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Intrinsa is a testosterone patch by Procter & Gamble designed to treat Female Sexual Dysfunction (FSD).



FSD covers at least four different conditions - problems with desire, arousal, achieving orgasm and genital pain. The patch aims to increase libido in women. Doctors have used a range of other treatments for women, including various hormones, antidepressants, and male impotence drugs like Viagra, Levitra, Cialis and Icos. According to a P&G survey on female health 30 million women are naturally menopausal, 3 million are distressed by their lack of sexual desire, and 20% of 25 million women who are surgically menopausal are distressed.[1]


Intrinsa works by releasing the male hormone testosterone through the skin into the bloodstream. Testosterone is naturally occurring in women, and is produced by the ovaries and the adrenal gland. However, levels of the hormone decline with age, sometimes dramatically so after the menopause or after a hysterectomy.[2] Testosterone therapy is systemic and needs to be applied over a period of weeks or months to have a noticeable effect.[1] P&G licensed the treatment Watson Pharmaceuticals.[1]

The amount of testosterone in the patch, 300µg/24hrs, is significantly lower than in testosterone patches for men. The patch is virtually transparent and about the size of an egg and is worn just below the navel and changed twice weekly.[2].

Testing and release to market

In P&G's studies over six months of surgically menopausal women, those who received a placebo said satisfying sexual activity increased by an average of 19%, vs. a 73% increase for Intrinsa patch users. In the placebo group, women had an average increase in satisfying sexual episodes of 0.5 per month, while those with patches had an average increase of 1.9 episodes per month.[1]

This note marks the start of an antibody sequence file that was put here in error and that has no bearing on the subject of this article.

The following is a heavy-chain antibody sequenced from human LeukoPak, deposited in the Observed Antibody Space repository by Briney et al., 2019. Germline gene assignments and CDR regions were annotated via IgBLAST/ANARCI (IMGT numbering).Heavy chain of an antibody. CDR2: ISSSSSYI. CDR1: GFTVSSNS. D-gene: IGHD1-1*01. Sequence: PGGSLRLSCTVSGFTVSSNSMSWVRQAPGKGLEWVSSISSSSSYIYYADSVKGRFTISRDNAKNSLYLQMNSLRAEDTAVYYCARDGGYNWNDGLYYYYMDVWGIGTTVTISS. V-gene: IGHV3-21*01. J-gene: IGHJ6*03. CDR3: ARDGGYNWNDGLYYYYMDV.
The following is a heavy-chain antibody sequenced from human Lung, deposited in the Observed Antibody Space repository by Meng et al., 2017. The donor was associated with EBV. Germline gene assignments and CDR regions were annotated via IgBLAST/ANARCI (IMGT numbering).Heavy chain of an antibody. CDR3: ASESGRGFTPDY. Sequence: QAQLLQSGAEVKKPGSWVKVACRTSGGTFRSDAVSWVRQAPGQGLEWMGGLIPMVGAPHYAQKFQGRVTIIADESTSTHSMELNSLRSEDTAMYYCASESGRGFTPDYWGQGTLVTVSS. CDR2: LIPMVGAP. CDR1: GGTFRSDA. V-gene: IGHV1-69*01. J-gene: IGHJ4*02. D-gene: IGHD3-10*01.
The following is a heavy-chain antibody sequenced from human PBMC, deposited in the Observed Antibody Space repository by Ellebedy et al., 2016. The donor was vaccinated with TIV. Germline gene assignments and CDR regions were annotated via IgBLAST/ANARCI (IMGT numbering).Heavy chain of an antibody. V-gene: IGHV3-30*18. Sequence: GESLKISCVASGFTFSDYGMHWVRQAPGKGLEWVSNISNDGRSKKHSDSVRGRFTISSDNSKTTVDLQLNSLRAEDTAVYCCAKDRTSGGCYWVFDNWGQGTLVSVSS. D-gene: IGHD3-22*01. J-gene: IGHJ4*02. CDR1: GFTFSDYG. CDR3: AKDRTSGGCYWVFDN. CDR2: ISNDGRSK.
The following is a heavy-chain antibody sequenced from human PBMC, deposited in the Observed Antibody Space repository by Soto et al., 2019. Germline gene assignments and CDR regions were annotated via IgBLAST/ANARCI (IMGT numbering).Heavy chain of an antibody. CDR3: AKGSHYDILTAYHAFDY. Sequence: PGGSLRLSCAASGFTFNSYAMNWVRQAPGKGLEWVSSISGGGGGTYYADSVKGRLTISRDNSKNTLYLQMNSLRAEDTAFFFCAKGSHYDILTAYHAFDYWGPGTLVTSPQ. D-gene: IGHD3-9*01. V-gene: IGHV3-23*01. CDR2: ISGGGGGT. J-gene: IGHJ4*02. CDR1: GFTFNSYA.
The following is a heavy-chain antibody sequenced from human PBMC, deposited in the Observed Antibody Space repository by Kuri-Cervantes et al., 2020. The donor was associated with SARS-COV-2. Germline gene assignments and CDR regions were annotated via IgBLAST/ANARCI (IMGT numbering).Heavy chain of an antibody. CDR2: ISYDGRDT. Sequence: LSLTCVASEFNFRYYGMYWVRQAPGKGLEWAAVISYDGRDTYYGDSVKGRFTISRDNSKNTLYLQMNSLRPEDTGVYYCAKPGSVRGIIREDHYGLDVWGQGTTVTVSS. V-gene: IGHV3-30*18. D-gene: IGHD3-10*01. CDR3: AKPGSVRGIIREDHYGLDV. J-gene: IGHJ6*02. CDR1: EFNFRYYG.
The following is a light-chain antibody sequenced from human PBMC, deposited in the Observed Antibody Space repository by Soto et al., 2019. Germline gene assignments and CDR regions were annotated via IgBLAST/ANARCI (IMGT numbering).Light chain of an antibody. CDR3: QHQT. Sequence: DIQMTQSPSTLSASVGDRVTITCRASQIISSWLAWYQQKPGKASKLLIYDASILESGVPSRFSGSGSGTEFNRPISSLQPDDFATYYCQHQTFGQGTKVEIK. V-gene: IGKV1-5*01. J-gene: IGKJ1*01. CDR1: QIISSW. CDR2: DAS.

The patch was granted a license from the European Medicines Agency in July, and is available on Britain's National Health Service from March 2007. It will initially only be available on prescription for post-menopausal women with diagnosed sexual problems.[2]

However, in December 2004 the United States the 14-member FDA advisory committee, plus voting consultants, for Reproductive Health Drugs unanimously rejected Procter and Gamble's fast-track request for Intrinsa citing concerns about off-label use. In Canada, post-menopausal women have been able to obtain government-approved testosterone treatment since 2002. In Australia, post-menopausal women can use Organon testosterone implants which have to be surgically inserted and last from three to six months.[3]


  1. ^ a b c d Can Intrinsa Be a Viagra for Women? BusinessWeek, October 28, 2004. Retrieved June 22, 2007.
  2. ^ a b c The female Viagra hits the NHS The Daily Mail 27th March 2007. Retrieved June 22, 2007.
  3. ^ FDA Panel Rejects Intrinsa Politics, December 2004. Retrieved 22 June 2007.
This article is licensed under the GNU Free Documentation License. It uses material from the Wikipedia article "Intrinsa". A list of authors is available in Wikipedia.
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